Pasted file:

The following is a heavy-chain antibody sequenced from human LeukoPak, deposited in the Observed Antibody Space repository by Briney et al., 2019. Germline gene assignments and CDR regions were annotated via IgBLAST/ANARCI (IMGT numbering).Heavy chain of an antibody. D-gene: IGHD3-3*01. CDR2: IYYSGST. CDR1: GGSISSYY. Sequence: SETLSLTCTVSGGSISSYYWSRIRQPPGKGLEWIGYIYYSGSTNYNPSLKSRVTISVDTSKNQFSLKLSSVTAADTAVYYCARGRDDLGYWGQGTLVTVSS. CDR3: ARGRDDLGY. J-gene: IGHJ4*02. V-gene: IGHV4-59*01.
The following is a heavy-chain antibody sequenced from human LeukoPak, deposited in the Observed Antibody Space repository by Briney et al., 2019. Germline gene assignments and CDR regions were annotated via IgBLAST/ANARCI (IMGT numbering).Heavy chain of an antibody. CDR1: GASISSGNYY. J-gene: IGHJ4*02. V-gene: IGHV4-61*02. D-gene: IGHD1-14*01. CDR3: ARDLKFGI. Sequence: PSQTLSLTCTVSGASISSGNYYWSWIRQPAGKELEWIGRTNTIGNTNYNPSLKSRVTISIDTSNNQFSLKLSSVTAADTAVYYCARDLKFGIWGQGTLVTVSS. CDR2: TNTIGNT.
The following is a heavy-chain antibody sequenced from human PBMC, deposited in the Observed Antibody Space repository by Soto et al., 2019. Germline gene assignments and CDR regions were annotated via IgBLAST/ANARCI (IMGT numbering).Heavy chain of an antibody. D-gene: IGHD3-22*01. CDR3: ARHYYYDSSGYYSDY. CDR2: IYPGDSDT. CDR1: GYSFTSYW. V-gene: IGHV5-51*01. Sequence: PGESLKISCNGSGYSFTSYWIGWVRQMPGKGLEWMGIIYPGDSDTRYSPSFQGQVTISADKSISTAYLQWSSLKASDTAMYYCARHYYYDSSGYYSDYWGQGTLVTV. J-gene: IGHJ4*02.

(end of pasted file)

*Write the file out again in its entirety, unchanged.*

The following is a heavy-chain antibody sequenced from human LeukoPak, deposited in the Observed Antibody Space repository by Briney et al., 2019. Germline gene assignments and CDR regions were annotated via IgBLAST/ANARCI (IMGT numbering).Heavy chain of an antibody. D-gene: IGHD3-3*01. CDR2: IYYSGST. CDR1: GGSISSYY. Sequence: SETLSLTCTVSGGSISSYYWSRIRQPPGKGLEWIGYIYYSGSTNYNPSLKSRVTISVDTSKNQFSLKLSSVTAADTAVYYCARGRDDLGYWGQGTLVTVSS. CDR3: ARGRDDLGY. J-gene: IGHJ4*02. V-gene: IGHV4-59*01.
The following is a heavy-chain antibody sequenced from human LeukoPak, deposited in the Observed Antibody Space repository by Briney et al., 2019. Germline gene assignments and CDR regions were annotated via IgBLAST/ANARCI (IMGT numbering).Heavy chain of an antibody. CDR1: GASISSGNYY. J-gene: IGHJ4*02. V-gene: IGHV4-61*02. D-gene: IGHD1-14*01. CDR3: ARDLKFGI. Sequence: PSQTLSLTCTVSGASISSGNYYWSWIRQPAGKELEWIGRTNTIGNTNYNPSLKSRVTISIDTSNNQFSLKLSSVTAADTAVYYCARDLKFGIWGQGTLVTVSS. CDR2: TNTIGNT.
The following is a heavy-chain antibody sequenced from human PBMC, deposited in the Observed Antibody Space repository by Soto et al., 2019. Germline gene assignments and CDR regions were annotated via IgBLAST/ANARCI (IMGT numbering).Heavy chain of an antibody. D-gene: IGHD3-22*01. CDR3: ARHYYYDSSGYYSDY. CDR2: IYPGDSDT. CDR1: GYSFTSYW. V-gene: IGHV5-51*01. Sequence: PGESLKISCNGSGYSFTSYWIGWVRQMPGKGLEWMGIIYPGDSDTRYSPSFQGQVTISADKSISTAYLQWSSLKASDTAMYYCARHYYYDSSGYYSDYWGQGTLVTV. J-gene: IGHJ4*02.